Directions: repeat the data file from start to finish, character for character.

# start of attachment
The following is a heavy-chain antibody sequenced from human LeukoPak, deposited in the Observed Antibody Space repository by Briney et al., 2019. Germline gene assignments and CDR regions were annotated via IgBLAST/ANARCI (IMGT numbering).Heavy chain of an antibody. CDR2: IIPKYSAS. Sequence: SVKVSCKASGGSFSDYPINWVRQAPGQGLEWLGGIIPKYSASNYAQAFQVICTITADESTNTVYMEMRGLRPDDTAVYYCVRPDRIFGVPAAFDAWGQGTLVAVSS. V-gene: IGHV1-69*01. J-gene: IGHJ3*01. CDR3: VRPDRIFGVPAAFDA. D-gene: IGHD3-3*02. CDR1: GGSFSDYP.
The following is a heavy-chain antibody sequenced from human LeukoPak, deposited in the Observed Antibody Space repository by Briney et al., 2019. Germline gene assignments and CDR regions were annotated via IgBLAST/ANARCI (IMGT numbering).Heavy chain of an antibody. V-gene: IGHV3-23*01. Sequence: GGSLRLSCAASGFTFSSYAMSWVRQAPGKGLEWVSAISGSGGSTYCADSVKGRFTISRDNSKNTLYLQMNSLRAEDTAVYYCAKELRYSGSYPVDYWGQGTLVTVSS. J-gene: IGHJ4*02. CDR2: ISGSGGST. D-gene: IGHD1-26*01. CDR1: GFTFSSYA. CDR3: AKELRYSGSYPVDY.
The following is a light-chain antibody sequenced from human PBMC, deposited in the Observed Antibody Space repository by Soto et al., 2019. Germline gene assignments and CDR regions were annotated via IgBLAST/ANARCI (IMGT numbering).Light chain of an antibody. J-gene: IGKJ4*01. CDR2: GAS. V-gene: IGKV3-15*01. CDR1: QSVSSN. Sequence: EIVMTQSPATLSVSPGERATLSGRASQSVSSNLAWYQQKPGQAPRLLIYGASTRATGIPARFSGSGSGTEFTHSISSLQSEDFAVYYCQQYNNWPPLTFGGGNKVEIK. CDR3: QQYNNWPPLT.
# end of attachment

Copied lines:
The following is a heavy-chain antibody sequenced from human LeukoPak, deposited in the Observed Antibody Space repository by Briney et al., 2019. Germline gene assignments and CDR regions were annotated via IgBLAST/ANARCI (IMGT numbering).Heavy chain of an antibody. CDR2: IIPKYSAS. Sequence: SVKVSCKASGGSFSDYPINWVRQAPGQGLEWLGGIIPKYSASNYAQAFQVICTITADESTNTVYMEMRGLRPDDTAVYYCVRPDRIFGVPAAFDAWGQGTLVAVSS. V-gene: IGHV1-69*01. J-gene: IGHJ3*01. CDR3: VRPDRIFGVPAAFDA. D-gene: IGHD3-3*02. CDR1: GGSFSDYP.
The following is a heavy-chain antibody sequenced from human LeukoPak, deposited in the Observed Antibody Space repository by Briney et al., 2019. Germline gene assignments and CDR regions were annotated via IgBLAST/ANARCI (IMGT numbering).Heavy chain of an antibody. V-gene: IGHV3-23*01. Sequence: GGSLRLSCAASGFTFSSYAMSWVRQAPGKGLEWVSAISGSGGSTYCADSVKGRFTISRDNSKNTLYLQMNSLRAEDTAVYYCAKELRYSGSYPVDYWGQGTLVTVSS. J-gene: IGHJ4*02. CDR2: ISGSGGST. D-gene: IGHD1-26*01. CDR1: GFTFSSYA. CDR3: AKELRYSGSYPVDY.
The following is a light-chain antibody sequenced from human PBMC, deposited in the Observed Antibody Space repository by Soto et al., 2019. Germline gene assignments and CDR regions were annotated via IgBLAST/ANARCI (IMGT numbering).Light chain of an antibody. J-gene: IGKJ4*01. CDR2: GAS. V-gene: IGKV3-15*01. CDR1: QSVSSN. Sequence: EIVMTQSPATLSVSPGERATLSGRASQSVSSNLAWYQQKPGQAPRLLIYGASTRATGIPARFSGSGSGTEFTHSISSLQSEDFAVYYCQQYNNWPPLTFGGGNKVEIK. CDR3: QQYNNWPPLT.